At the opening of next session, September, 1907, ten former
members of the fraternities were recommended by the President for
permission to return. After this there was some improvement, but six
years later on September 26, 1913, the Trustees sought to strengthen
the regulations by prescribing a pledge for all matriculating in the
College and asking cooperation of the faculty. These resolutions are
as given in the footnote, of which resolutions 1, 2, and were published
in the catalogues beginning with 1914-15 and ending with 1921-22.9
These resolutions were read twice to the
Dean E. W. Sikes
took the lead in carrying out the behests of the Trustees, and on
January 27, 1914, associated with himself for the purpose, Professors
Highsmith, Paschal, Timberlake, and Hubbell.11 They found three
groups; the D.V.L. with six members; the A.S.P. with five members,
and the Phi Kappa Beta with three members, all of whom were
allowed to remain in college the remainder of the term on promise of
Resolved, That the faculty be requested to take all practicable measures to
ascertain the names of any student who becomes a member of such fraternity, and,
on conviction, promptly send such student home.
Resolved, That any student already a member of such fraternity who shall be
convicted of seeking in any way or by any means to induce other students to join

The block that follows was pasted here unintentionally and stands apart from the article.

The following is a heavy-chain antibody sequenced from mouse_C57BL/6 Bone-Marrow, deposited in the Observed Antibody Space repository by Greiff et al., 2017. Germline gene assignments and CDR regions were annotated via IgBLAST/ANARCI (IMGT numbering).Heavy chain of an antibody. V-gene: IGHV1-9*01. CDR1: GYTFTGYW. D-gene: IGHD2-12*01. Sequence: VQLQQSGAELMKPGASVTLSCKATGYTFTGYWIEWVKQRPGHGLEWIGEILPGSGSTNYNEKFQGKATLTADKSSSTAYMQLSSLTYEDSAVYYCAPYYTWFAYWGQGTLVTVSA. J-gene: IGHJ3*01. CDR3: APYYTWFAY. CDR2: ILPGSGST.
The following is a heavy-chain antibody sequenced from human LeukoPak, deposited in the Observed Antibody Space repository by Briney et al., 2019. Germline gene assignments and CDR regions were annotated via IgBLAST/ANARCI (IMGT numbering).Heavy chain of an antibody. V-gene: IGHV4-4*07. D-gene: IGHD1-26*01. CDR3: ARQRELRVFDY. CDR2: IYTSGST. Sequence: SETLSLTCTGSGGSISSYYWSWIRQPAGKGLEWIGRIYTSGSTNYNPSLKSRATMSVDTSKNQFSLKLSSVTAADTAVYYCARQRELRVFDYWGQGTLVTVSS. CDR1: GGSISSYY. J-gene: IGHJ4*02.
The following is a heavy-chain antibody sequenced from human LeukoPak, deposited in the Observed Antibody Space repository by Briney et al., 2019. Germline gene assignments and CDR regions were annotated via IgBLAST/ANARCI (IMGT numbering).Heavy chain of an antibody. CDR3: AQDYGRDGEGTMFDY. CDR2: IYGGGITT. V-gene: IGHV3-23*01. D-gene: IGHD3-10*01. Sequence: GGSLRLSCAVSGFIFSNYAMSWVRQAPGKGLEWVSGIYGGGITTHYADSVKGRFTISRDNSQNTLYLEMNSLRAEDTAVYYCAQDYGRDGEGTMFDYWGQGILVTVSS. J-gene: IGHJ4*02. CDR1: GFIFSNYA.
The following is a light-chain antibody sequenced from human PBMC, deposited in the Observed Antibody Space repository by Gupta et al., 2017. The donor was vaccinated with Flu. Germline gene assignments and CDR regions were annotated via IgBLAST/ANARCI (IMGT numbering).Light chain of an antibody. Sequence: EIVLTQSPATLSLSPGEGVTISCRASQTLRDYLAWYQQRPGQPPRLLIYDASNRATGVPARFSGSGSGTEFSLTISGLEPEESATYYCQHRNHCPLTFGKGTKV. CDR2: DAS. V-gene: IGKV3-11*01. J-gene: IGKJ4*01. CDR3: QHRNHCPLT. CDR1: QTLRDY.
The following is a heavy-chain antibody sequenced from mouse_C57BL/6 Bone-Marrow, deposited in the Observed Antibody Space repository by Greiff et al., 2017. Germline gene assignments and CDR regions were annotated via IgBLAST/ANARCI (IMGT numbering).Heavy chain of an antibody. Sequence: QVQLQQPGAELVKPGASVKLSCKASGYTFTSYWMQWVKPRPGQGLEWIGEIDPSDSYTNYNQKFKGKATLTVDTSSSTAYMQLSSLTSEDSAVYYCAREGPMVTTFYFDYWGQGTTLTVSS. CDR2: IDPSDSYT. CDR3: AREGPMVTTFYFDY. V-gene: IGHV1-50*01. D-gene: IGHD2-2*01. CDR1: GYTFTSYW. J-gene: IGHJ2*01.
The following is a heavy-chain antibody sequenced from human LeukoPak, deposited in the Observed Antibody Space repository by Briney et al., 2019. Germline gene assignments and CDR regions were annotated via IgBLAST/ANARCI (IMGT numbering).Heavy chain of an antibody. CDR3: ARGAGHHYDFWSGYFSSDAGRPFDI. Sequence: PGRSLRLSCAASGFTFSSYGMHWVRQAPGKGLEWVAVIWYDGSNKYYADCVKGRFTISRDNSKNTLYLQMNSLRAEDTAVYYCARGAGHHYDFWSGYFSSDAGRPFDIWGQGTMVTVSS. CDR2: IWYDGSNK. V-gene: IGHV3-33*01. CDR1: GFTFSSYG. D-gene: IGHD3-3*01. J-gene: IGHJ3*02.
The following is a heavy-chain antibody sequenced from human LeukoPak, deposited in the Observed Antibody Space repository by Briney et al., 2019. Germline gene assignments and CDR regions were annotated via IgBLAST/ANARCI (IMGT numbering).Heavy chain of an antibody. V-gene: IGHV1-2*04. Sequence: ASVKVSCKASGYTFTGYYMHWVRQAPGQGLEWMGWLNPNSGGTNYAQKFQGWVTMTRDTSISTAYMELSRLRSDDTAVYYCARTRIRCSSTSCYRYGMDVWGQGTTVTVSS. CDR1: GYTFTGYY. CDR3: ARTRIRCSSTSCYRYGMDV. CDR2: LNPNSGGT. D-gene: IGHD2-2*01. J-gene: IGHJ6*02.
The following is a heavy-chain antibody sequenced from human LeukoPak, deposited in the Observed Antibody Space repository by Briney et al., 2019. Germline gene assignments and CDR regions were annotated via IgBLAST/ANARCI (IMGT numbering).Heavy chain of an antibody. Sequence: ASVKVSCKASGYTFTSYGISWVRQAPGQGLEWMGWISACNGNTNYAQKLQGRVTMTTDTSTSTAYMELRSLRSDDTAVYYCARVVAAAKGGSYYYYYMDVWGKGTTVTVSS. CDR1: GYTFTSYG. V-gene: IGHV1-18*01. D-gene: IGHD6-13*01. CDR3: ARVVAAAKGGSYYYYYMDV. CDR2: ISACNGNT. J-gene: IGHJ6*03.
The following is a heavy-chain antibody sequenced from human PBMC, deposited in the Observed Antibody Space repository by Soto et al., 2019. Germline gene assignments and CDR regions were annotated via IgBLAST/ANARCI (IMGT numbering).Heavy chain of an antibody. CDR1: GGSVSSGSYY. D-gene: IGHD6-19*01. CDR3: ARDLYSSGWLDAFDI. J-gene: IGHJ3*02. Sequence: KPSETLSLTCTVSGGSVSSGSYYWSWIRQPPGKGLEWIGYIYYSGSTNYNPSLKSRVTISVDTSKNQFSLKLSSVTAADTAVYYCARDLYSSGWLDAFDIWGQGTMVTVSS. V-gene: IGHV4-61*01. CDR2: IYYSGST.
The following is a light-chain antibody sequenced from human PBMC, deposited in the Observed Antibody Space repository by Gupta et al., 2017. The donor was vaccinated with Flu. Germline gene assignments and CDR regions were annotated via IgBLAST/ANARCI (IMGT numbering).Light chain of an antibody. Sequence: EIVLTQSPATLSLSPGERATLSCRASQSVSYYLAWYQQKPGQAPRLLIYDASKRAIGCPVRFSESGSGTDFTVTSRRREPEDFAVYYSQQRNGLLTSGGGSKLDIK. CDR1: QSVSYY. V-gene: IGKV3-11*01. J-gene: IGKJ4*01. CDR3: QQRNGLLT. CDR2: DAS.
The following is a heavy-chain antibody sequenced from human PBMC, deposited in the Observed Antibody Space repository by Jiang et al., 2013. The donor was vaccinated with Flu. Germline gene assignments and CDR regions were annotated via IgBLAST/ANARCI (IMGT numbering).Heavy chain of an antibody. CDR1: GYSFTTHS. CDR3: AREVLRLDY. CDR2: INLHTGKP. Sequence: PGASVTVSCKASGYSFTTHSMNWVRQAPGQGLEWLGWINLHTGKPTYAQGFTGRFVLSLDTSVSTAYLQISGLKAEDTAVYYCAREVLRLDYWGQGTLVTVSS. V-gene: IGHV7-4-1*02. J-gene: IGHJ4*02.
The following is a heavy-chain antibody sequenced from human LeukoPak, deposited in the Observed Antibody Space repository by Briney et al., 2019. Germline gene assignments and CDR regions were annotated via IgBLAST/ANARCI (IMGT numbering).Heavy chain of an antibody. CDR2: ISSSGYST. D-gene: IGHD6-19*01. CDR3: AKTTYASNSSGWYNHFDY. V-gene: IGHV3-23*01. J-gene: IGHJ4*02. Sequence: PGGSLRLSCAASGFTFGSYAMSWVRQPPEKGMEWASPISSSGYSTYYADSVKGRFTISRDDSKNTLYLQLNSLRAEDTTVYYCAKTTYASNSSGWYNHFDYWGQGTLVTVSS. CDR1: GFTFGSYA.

such fraternity, or of promoting the fraternity spirit among his fellow students, shall
Whereas, There seems to be some division of opinion as to the meaning of the
action taken by the Trustees some years ago in regard to fraternities, and Whereas,
We learn that social clubs or organizations existed at Wake Forest last year, which
in the opinion of some of those who belonged to them were not in violation of the
action of the Trustees, therefore:
Resolved, 1. That we most emphatically express our disapprobation of any club
or social order of any kind whatsoever, whether regularly organized or not, which
segregate them from the student body.
Resolved, 2. That no student shall be allowed to remain in college who violates in
letter or in spirit the above resolution.
Resolved, 3. That the Faculty require of each student before matriculation a
pledge to abstain from any such order or social club as indicated in the first of these
Resolved, 4. That we have the right to expect, and shall expect, cordial and hearty
cooperation on the part of every member of the faculty in carrying into effect this
action of the Trustees.
Minutes of the Faculty February 10 and March 5, 1914.
11 Dean Sikes used to say that he never expected to get rid of fraternities
altogether, but he had rather deal with them when forbidden than when legalized.